If so, then both military history and British history -- my areas of expertise -- may turn out to be key battlefields. Pyne claimed that the teaching of history in Australian schools 'must highlight the pivotal role of the political and legal institutions from England, Ireland, Scotland and Wales'. I agree, in principle; certainly the teaching of British history seems have declined at university level over the last decade or so, which seems odd given the importance of Britain in Australia up until the mid-twentieth century. But I have little faith in the ability of politicians to not be politicians when it comes to history. Gallipoli, as ever in this country, shows why. Pyne further criticised the way that the significance of Anzac Day was being taught alongside other national days and hence diluted:

ANZAC day is very central to our understanding of our Australian character and our Australian history, and I think it downplays ANZAC day for it not to be a standalone part of the history curriculum – to be taught about Australia’s culture and what we’ve done in the past [...] I think ANZAC day speaks very much about the kind of country we are today and where we’ve come from. It was the birth of a nation – the birth of a nation in the First World War [...]

He's right that Anzac Day has been and continues to be very important to Australians. But that doesn't mean it's unproblematic -- as the (unidentified) ABC journalist who interviewed Pyne at the time pointed out:

Journalist: You think that the Australian nation was born when we stormed Gallipoli?

Pyne: I have absolutely no doubt that the experiences of the First World War, as exemplified by the campaign in Gallipoli, bound the Australian nation together like no other event in the first fifteen years of federation.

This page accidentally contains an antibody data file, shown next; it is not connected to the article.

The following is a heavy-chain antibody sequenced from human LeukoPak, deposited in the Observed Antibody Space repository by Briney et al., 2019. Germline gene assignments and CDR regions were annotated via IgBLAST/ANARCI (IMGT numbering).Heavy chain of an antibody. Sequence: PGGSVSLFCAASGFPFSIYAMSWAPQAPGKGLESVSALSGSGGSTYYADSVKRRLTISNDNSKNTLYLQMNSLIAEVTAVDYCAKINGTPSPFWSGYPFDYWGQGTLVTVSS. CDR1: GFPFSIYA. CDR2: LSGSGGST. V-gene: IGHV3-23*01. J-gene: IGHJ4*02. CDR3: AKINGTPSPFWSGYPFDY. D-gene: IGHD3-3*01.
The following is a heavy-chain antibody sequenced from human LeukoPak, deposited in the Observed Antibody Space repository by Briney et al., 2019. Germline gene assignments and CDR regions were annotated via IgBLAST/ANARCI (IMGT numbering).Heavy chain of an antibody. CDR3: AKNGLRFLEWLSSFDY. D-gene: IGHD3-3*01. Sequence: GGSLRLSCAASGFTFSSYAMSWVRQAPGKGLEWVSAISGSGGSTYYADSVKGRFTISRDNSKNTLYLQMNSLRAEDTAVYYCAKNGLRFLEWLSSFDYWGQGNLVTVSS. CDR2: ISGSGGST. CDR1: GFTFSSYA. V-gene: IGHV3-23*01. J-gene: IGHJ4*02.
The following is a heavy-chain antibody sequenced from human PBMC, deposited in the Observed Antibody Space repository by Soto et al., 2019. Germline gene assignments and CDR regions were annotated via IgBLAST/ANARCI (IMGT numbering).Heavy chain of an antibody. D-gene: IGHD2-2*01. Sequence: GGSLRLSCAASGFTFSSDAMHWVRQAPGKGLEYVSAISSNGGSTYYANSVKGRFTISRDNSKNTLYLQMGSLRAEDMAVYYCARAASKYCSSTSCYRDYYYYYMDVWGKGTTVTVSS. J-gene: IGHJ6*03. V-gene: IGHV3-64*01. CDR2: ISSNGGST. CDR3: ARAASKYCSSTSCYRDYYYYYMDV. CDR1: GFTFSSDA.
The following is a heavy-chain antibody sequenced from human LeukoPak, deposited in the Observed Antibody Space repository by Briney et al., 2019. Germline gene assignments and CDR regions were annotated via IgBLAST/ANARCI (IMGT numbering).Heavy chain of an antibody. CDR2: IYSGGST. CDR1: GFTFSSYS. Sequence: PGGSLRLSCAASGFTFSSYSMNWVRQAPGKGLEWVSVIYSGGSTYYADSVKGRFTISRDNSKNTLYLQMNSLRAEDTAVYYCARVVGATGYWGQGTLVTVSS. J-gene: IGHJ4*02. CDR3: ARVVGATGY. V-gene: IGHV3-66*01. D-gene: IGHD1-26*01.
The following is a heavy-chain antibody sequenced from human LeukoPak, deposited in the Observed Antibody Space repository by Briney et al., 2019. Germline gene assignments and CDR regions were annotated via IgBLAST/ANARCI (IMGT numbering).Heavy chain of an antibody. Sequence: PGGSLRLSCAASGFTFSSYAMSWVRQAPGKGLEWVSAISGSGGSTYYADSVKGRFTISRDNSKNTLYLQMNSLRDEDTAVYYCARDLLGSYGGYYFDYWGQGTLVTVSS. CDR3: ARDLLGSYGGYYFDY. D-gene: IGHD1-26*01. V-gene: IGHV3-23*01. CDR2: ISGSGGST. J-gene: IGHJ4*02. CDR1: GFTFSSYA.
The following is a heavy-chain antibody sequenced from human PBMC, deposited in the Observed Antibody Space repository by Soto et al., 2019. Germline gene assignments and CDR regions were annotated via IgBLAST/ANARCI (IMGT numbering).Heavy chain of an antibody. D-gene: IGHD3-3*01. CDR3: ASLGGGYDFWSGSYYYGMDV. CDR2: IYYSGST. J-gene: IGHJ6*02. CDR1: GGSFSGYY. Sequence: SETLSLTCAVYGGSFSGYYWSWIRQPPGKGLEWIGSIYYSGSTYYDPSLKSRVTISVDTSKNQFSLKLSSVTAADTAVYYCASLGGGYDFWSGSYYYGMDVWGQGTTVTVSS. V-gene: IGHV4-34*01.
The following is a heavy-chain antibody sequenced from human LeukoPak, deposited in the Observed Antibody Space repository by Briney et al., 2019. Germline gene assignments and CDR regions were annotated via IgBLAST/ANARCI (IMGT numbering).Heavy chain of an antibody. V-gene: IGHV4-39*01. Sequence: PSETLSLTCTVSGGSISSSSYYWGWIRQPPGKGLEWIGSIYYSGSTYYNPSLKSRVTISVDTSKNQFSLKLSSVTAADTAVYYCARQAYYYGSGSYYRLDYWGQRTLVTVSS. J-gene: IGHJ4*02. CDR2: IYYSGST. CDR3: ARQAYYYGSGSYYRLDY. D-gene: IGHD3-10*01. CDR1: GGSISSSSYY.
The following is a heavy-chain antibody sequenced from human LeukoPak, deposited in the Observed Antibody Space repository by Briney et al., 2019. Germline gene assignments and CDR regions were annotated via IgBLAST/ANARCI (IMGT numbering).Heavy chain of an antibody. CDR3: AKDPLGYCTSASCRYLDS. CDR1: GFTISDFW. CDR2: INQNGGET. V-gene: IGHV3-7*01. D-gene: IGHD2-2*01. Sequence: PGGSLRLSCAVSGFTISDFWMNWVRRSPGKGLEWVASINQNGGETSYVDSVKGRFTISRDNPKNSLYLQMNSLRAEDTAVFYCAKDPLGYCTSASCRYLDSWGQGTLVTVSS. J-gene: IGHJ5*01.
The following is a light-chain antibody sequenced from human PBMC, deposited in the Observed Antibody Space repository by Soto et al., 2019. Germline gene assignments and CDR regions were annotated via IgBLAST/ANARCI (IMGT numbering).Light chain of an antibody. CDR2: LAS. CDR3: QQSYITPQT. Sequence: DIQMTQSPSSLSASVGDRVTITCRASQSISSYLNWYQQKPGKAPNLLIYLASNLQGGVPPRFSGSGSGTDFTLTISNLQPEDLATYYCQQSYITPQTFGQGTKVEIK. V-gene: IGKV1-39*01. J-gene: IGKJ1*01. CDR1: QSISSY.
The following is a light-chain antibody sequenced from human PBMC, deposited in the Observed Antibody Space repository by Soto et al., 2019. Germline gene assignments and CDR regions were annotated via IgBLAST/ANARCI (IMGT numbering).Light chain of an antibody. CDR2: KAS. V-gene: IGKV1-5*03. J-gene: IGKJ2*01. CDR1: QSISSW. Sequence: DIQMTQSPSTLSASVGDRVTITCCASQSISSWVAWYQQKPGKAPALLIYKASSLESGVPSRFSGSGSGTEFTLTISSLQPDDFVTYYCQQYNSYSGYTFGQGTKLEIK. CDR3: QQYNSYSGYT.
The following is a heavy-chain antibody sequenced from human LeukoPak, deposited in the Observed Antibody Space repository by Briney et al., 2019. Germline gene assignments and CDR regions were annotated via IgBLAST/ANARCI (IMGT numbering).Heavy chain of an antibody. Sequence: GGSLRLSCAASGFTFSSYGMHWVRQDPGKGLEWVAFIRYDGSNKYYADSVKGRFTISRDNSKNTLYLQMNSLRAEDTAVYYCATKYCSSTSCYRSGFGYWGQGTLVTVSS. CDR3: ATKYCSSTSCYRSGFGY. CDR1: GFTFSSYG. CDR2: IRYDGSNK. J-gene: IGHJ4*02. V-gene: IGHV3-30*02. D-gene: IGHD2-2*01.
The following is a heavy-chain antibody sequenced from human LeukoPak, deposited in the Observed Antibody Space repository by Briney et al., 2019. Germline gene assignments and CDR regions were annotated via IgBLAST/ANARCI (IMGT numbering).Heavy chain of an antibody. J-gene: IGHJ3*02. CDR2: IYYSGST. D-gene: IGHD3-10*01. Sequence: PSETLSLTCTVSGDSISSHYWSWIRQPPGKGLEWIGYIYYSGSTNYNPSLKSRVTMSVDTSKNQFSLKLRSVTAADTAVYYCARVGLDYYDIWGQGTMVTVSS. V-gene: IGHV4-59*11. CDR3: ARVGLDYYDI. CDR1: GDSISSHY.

Journalist: It divided the nation – what about the great debates over conscription? It was an incredibly divisive time, Christopher Pyne.

Pyne: Well David, the debate about conscription has nothing whatsoever to do with the campaign in Gallipoli.

Journalist: How can you say that the conscription debates had nothing to do with the slaughter which had been going on up until that time? Those conscriptions, that referendum occurred in 16, and again in 1917. Of course they were referring back to what happened in the previous twelve months, eighteen months, two years.

Pyne: Well, I think you’ve massively expanded the debate. I mean yea, the conscription debates are a fascinating part of Australian History, but…

Journalist: You said it was unifying. I’m saying it was a divisive time.

Both have a point here. The extent to which Gallipoli unified the nation in 1915 can't erase the incredibly bitter conscription debates in 1916 and 1917, or vice versa. (And Australians were very jittery in 1918, too.) But Pyne is the one who will be in power.

With the centenaries of the start of the First World War arriving next year and of Gallipoli itself the year after, historians are going to struggle to preserve any sense of nuance in the public historical debate. But we have to try.